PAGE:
Hong Min-gi, also known as MadLife, has officially announced his retirement.
MadLife was known for his exceptional support play during his time in the Korean League of Legends Champions League (LCK). Fans would recognize his ability with hook-based champions such as Blitzcrank and Thresh. People even went so far as to call great hooks in any game the ‘MadLife’.
Hong Min-gi was originally a StarCraft player; it was the first game he would play at the age of seven. However, in September 2010, he went on to play League of Legends. MadLife’s first team was MiG Frost, where he would play with Woong, CloudTemplar, RapidStar, and Locodoco. He slowly became a prominent figure in the LCK, and around the world. He was able to place second in the Season Two World Championship. MadLife would also act as a leader and mentor for the CJ Frost players during his tenure on the team. Frost would undergo multiple changes to its name and ownership, but Hong would stay until 2016.
In the 2016 Summer Split in the LCK, CJ Frost (now known as CJ Entus) would have a horrible season, finishing 3-15. The team would go on to participate in the 2017 LCK Spring Promotion, where they eventually would lose to ESC Ever. For the first time in his career, MadLife was not in the LCK.
After being forced to relegate from the LCK, Hong would leave Korea to join a team in the North American LCS. He would join former NA Challenger Series team, Gold Coin United (GCU), where he would play alongside Solo, Santorin, Fenix, and Rikara. He ended up playing for GCU for two seasons but failed promotions into the NALCS both times. After leaving the team in November 2017, he tried live streaming and trying out other options such as commentating. Now, he has finally put the keyboard and mouse up for the last time. MadLife actually considered retiring two years before, when CJ Entus became relegated from the LCK. However, he said that he “didn’t want to go out with the line, ‘retiring after team gets relegated’.”
There have been multiple possibilities for Hong Min-gi, especially in the esports world. One path he was considering is a popular route that many players have taken: full time streaming. He actually would watch the stream of CloudTemplar, and he considered becoming full-time. CloudTemplar is now a shoutcaster for the OnGameNet (OGN), a South Korean TV channel that broadcasts video game related content and esports. As for coaching, Hong is not sure about it. “I feel like I wouldn’t excel in any other areas of esports. I’m bad at taking care of myself, so how would I take care of countless other players as a coach?” He says jokingly.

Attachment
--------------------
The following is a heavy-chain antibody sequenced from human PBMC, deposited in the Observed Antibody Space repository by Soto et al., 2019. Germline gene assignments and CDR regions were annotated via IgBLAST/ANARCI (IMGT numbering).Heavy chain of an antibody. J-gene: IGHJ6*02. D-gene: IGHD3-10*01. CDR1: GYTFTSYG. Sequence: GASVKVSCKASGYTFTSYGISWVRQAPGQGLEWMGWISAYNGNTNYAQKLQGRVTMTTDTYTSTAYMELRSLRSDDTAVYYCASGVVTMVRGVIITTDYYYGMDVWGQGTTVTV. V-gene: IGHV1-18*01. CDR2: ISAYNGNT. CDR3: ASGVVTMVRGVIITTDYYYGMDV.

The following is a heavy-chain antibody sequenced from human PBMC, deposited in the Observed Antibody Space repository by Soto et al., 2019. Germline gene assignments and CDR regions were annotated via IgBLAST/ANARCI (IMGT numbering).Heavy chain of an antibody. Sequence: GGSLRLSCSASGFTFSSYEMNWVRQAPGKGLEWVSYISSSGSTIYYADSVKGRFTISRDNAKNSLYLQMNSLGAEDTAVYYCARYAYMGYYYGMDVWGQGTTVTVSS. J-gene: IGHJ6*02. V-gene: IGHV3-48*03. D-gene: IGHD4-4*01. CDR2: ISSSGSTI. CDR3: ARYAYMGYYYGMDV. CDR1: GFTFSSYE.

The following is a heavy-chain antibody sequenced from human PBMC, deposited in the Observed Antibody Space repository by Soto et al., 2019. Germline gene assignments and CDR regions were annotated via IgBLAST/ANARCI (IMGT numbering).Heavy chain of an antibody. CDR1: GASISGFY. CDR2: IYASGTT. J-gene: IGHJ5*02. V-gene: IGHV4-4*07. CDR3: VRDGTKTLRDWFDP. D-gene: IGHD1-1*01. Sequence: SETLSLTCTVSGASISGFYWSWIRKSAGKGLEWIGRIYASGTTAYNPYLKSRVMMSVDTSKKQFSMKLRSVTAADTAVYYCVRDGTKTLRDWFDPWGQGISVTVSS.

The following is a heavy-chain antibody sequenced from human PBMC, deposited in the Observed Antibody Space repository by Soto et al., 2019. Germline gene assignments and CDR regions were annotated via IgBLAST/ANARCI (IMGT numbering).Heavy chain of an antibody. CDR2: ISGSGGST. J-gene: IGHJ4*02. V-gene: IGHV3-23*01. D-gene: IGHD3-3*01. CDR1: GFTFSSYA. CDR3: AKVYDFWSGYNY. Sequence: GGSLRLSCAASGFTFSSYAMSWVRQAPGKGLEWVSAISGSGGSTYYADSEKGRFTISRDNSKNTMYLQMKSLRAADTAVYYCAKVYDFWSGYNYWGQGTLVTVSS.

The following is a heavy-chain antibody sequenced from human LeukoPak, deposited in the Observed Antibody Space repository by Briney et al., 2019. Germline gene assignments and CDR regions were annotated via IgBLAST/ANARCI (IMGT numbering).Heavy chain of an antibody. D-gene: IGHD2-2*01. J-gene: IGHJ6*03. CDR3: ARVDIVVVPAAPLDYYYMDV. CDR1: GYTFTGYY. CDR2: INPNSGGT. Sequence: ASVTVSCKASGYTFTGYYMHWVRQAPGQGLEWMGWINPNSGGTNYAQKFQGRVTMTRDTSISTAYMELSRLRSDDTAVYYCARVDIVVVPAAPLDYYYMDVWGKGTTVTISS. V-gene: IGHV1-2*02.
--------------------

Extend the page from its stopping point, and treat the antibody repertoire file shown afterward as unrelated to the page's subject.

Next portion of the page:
Although he is leaving, MadLife’s lasting impression on the competitive League of Legends world will forever be remembered. His godlike hooks and wonderful mechanics have been an inspiration to many pro players today.
In an interview with INVEN Global, MadLife had a few words for his fans:
Thank you so much for having cheered for me when I was a player. But please remember that this isn’t the end. I’ll still be alive you know! So please look forward to what kind of path “Min-gi Hong” will walk in the future. I’ll show myself from time to time through streaming and guest commentating, so please continue to cheer for me.
I’ll see you all again, from a different position.
Born and raised in Toronto. Sometimes a writer. Sometimes a creative director. Sometimes bored. Catch me with hundreds of unplayed games in my Steam library.